To enrich or not to enrich? Are there any benefits of using multiple colors of pan traps when sampling aculeate Hymenoptera?
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The decline of Aculeata has raised concerns regarding their conservation and the maintenance of their function as important pollinators. Pan trapping is among the most frequently used methods for monitoring these organisms. Numerous researchers have suggested using pan traps of multiple colors in addition to the yellow traps. Here we provide the first data for the color preferences of European Aculeata by analyzing 5,421 individuals from 356 species of bees and wasps obtained using white, yellow, turquoise and pink pan traps. The total capture rates and diversity were higher in the white and yellow traps over the turquoise and pink ones. The species-specific abundance did not follow changes in the total capture rates. Nevertheless, only seven (of the 96 most commonly captured species) were captured at low rates in the yellow traps, but were obtained at high rates in the white traps. Only two species (Apis mellifera and Priocnemis minuta) were captured preferentially to other than white or yellow traps. Importantly, caution is needed when assessing the sex ratios of Aculeata obtained by pan trapping because many Aculeata display sex-specific color preferences. For example, in Dasypoda hirtipes, we captured 14 of 16 males in the yellow traps, but obtained 34 of 38 females in the turquoise traps. We provide experimental evidence that the females of numerous oligolectic bees (collecting pollen for their brood on a few specific plant species) display more stringent trap color preferences than their males, which correlates with their observed flower color preferences.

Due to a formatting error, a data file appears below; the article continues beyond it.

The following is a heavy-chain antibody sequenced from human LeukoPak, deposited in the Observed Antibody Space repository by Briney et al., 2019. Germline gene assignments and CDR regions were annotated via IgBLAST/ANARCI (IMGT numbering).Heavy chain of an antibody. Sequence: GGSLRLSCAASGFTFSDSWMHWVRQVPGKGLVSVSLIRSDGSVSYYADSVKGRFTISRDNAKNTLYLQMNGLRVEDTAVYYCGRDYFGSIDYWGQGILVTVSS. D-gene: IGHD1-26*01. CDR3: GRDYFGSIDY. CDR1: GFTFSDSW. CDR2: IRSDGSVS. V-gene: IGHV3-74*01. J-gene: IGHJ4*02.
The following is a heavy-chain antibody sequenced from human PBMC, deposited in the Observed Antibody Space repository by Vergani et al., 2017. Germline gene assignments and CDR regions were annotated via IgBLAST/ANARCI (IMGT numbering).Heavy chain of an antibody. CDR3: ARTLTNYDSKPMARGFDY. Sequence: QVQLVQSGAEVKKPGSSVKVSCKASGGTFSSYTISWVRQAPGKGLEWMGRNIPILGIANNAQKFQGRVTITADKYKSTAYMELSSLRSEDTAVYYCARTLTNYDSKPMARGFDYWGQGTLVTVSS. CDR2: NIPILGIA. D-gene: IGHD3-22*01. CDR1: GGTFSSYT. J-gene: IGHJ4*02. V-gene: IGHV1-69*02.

KeywordsColor preferences Ecosystem services Insect diversity Insect pollinators Invertebrate surveys Moericke traps Trap bias Yellow pan traps
The study was supported by the PRVOUK project P31/2012 from the Charles University in Prague, and by the Specifický výzkum projects 2101/2013 and 2102/2013 from the University of Hradec Králové. We thank Lukáš Nývlt and Pavlína Tauchmanová for their help with field sampling. We thank Pavel Tyrner and Jakub Straka for the revision of several specimens from the Chrysididae and Pompilidae families.
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